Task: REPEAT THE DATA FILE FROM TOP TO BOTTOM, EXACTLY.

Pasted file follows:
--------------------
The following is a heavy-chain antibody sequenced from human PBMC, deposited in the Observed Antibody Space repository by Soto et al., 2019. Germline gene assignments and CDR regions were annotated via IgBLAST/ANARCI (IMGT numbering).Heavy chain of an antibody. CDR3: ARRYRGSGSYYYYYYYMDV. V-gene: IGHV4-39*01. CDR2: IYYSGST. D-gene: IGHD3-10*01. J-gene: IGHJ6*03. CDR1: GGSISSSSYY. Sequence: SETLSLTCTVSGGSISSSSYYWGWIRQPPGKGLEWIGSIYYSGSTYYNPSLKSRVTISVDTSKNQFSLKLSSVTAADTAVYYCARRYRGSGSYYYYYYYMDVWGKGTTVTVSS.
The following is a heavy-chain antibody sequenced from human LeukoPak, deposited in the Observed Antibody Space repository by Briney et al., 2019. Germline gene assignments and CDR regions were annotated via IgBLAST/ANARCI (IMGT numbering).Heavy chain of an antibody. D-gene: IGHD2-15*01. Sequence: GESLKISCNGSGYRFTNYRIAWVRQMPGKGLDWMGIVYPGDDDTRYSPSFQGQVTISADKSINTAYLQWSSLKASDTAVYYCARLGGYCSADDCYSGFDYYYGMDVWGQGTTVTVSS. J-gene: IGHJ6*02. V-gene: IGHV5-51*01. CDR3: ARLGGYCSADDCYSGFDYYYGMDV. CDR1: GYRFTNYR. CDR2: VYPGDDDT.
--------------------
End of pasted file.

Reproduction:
The following is a heavy-chain antibody sequenced from human PBMC, deposited in the Observed Antibody Space repository by Soto et al., 2019. Germline gene assignments and CDR regions were annotated via IgBLAST/ANARCI (IMGT numbering).Heavy chain of an antibody. CDR3: ARRYRGSGSYYYYYYYMDV. V-gene: IGHV4-39*01. CDR2: IYYSGST. D-gene: IGHD3-10*01. J-gene: IGHJ6*03. CDR1: GGSISSSSYY. Sequence: SETLSLTCTVSGGSISSSSYYWGWIRQPPGKGLEWIGSIYYSGSTYYNPSLKSRVTISVDTSKNQFSLKLSSVTAADTAVYYCARRYRGSGSYYYYYYYMDVWGKGTTVTVSS.
The following is a heavy-chain antibody sequenced from human LeukoPak, deposited in the Observed Antibody Space repository by Briney et al., 2019. Germline gene assignments and CDR regions were annotated via IgBLAST/ANARCI (IMGT numbering).Heavy chain of an antibody. D-gene: IGHD2-15*01. Sequence: GESLKISCNGSGYRFTNYRIAWVRQMPGKGLDWMGIVYPGDDDTRYSPSFQGQVTISADKSINTAYLQWSSLKASDTAVYYCARLGGYCSADDCYSGFDYYYGMDVWGQGTTVTVSS. J-gene: IGHJ6*02. V-gene: IGHV5-51*01. CDR3: ARLGGYCSADDCYSGFDYYYGMDV. CDR1: GYRFTNYR. CDR2: VYPGDDDT.